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Colombia Is A Terrible Place to Drive, Traffic App Waze Confirms

By: Karina Martín - Oct 10, 2016, 12:14 pm
Of the 38 analyzed countries, Colombia was in place 31. They have a grade of 3.8 of a scale from 1 to 10. (taringa)
Of the 38 analyzed countries, Colombia place 31. (taringa)

EspañolColombia is a bad place for drivers, according to the navigation app Waze.

The app’s founders conducted a study of drivers’ experiences in 38 countries and 235 cities in the region. Colombia was ranked 31 and the city of Medellin was ranked 225.

Waze based the study on six aspects of satisfactory driving: frequency and severity of traffic, road infrastructure, road safety, services for drivers, socioeconomics and “Wazeyness” (satisfaction and Waze community support).

According to Colombia’s Waze spokesman Paulo Cabral, “from 14 countries in Latin America, Colombia placed 10th. Puerto Rico and Argentina stand out among the 20 best in the world. Guatemala and El Salvador are among the five worst.”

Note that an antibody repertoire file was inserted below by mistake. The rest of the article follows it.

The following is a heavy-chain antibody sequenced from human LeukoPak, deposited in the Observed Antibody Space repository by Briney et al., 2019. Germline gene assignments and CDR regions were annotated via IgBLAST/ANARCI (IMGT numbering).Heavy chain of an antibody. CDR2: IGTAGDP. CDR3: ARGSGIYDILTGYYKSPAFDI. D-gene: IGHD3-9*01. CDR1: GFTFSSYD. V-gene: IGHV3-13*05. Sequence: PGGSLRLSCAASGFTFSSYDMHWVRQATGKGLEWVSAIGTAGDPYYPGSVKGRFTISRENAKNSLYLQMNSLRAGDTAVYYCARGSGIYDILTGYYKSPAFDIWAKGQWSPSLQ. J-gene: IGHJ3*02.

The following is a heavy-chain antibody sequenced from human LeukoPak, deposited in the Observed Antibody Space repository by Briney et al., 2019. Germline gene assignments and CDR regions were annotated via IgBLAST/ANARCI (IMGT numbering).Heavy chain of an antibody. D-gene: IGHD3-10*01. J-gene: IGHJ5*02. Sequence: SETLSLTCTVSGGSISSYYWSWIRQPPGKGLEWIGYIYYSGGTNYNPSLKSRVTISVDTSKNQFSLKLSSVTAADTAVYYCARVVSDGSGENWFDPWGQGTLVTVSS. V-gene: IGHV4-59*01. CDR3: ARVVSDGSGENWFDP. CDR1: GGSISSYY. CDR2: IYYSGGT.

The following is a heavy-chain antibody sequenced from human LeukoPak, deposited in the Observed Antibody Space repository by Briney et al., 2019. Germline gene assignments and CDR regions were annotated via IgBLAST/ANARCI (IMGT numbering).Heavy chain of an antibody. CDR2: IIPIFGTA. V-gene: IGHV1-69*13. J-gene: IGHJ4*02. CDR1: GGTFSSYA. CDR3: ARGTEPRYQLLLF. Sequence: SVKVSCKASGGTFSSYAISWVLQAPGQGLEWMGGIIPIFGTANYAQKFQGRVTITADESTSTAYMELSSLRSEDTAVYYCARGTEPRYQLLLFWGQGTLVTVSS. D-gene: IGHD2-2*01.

He said Colombia did do well in terms of road infrastructure, as well as Wazeyness, meaning that drivers are willing to help themselves a lot by reporting alerts.

Cabral also added that there were two negative factors in the evaluation.

“The service to the driver (parking lots, gas stations) and the socio-economic factors,” he said. “Both are well below that of other countries. We keep in mind that we are considering seven cities in Colombia (in each there are more than 20,000 users of the app).”

The Colombian spokesman also explained that the nature of the application is that of sharing information.

“We need user information and need more users to obtain higher quality data,” he said. “We believe we have the ability to share what they give us every day. Waze should work under a kind of inspiration for citizens to be aware of these factors and think about how they can improve what is happening.”

SourceEl Colombiano.

Karina Martín Karina Martín

Karina Martín is a Venezuelan reporter with the PanAm Post based in Valencia. She holds a bachelor's degree in Modern Languages from the Arturo Michelena University.